I’m not an impulsive person by nature, but take me to a farm stand in mid-August and I get as wide-eyed and flush-faced as another woman would stepping in front of a sale rack full of shoes.  Before my brain has caught up to my eyes I’m loading my basket with all manner of freshly-picked produce.  It’s not until I spread my haul out on the kitchen counter that I start thinking about what exactly I’m going to do with so many vegetables.

This weekend, it was a 10-lb. crate of glossy, red plum tomatoes — for $6! — that bewitched me.  The sturdy, relatively dry-fleshed plum varieties (Roma and San Marzano are two) are better for cooking than salads, so after two pizzas and a batch of oven-dried tomatoes, I turned the remaining 6 lbs. into sauce.

Making sauce from fresh tomatoes is a bit more work than making it from canned — you have to blanch and peel them first — but the results are ethereally light and sweet and well worth a bit of extra effort.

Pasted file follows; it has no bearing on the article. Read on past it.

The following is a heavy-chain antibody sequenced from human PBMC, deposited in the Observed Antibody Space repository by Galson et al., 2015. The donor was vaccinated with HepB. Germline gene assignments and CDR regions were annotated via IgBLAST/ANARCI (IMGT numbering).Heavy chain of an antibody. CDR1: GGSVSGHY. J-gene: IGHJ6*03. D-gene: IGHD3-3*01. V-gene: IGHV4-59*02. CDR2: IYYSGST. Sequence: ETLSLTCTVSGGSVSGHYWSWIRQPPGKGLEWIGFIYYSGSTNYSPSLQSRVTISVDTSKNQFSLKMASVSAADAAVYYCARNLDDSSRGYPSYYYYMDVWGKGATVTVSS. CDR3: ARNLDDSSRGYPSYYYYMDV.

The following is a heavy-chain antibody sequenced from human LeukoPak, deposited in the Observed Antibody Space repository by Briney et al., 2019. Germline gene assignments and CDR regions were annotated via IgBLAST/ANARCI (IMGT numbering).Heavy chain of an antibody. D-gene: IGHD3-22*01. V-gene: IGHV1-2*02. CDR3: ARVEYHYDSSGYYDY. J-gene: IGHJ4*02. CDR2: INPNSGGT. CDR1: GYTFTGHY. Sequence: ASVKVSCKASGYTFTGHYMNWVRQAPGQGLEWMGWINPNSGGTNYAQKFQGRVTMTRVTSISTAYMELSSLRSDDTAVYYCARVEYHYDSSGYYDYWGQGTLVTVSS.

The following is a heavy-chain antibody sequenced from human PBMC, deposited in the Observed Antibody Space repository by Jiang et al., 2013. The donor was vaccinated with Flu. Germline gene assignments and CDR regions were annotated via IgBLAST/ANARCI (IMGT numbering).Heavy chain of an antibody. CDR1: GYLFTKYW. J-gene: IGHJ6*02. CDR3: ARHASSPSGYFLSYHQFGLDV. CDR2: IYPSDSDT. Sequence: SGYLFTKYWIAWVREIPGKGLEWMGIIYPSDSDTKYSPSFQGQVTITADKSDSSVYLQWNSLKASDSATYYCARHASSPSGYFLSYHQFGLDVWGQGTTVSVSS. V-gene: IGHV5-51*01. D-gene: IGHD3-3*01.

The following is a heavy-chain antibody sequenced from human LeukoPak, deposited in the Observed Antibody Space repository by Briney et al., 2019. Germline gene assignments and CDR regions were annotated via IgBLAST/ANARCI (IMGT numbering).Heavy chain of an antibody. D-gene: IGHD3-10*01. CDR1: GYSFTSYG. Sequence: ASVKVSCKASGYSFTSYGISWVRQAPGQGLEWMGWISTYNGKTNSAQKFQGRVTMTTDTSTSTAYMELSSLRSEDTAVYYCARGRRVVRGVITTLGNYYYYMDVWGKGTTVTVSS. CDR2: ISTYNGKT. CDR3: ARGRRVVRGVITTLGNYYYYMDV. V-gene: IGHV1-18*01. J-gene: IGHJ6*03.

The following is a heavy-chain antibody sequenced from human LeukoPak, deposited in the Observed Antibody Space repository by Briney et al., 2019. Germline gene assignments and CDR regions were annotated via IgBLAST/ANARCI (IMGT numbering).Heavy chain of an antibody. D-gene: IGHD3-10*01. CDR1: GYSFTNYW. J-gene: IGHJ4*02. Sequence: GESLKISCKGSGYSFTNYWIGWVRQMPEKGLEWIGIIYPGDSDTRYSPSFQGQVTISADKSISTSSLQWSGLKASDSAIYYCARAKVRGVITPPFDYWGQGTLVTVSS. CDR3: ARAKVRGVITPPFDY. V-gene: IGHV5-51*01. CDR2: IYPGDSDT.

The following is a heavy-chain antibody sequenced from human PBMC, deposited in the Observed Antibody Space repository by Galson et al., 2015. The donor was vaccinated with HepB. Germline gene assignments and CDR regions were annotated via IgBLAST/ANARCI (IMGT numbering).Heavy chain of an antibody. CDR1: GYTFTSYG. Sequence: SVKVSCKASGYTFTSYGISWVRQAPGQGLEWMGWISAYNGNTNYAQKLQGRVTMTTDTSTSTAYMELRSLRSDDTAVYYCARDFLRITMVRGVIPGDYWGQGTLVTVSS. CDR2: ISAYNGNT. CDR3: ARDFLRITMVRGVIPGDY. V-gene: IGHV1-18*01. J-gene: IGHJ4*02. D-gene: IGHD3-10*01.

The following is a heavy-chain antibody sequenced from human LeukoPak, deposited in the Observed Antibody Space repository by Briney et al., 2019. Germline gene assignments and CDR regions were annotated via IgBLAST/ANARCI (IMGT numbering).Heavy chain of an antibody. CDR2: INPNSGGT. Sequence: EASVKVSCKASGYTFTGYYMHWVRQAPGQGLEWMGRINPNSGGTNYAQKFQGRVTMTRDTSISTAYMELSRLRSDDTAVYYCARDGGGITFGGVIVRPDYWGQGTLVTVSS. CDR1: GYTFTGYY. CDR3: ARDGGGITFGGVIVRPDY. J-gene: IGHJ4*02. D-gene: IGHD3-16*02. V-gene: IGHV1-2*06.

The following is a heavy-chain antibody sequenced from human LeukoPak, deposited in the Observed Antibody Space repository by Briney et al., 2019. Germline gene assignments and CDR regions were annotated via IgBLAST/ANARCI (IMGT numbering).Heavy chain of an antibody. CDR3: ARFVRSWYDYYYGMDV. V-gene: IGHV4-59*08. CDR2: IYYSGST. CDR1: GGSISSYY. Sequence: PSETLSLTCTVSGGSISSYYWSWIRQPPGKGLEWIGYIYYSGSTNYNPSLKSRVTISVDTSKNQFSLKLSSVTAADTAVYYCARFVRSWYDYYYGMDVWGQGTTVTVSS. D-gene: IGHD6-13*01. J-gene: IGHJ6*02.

Fresh plum tomato and basil sauce

Yield:  Makes about 2 qts.

6 lbs. plum tomatoes (about 2 dozen big ones)

1/4 c. olive oil

1 yellow onion, finely chopped

6 cloves garlic, minced

Pinch crushed red pepper flakes (or more or less, to taste)

Two handfuls fresh basil leaves, finely chopped

Salt and freshly ground, black pepper, to taste

Bring a large pot of water to a boil.  Using a sharp paring knife, score an X in the bottom of each tomato.  Blanch tomatoes in boiling water for about 90 seconds, then drain and immediately plunge into a large bowl of ice water.  Slip skins off tomatoes, peeling from the scored end toward the stem end.  Core and finely dice.

Warm a large pot over medium heat.  Drizzle in oil, then add onion.  Cook, stirring occasionally, until onion is softened and just starting to color, about 8-10 minutes.  Add garlic, pepper flakes, and a pinch of salt.  Cook, stirring, for another minute or two.  Add diced tomatoes and another pinch of salt, bring to a boil, reduce to a simmer, and cook gently for about 10 minutes, until tomatoes are soft and somewhat collapsed.  Stir in basil, season with black pepper and additional salt if necessary, and serve.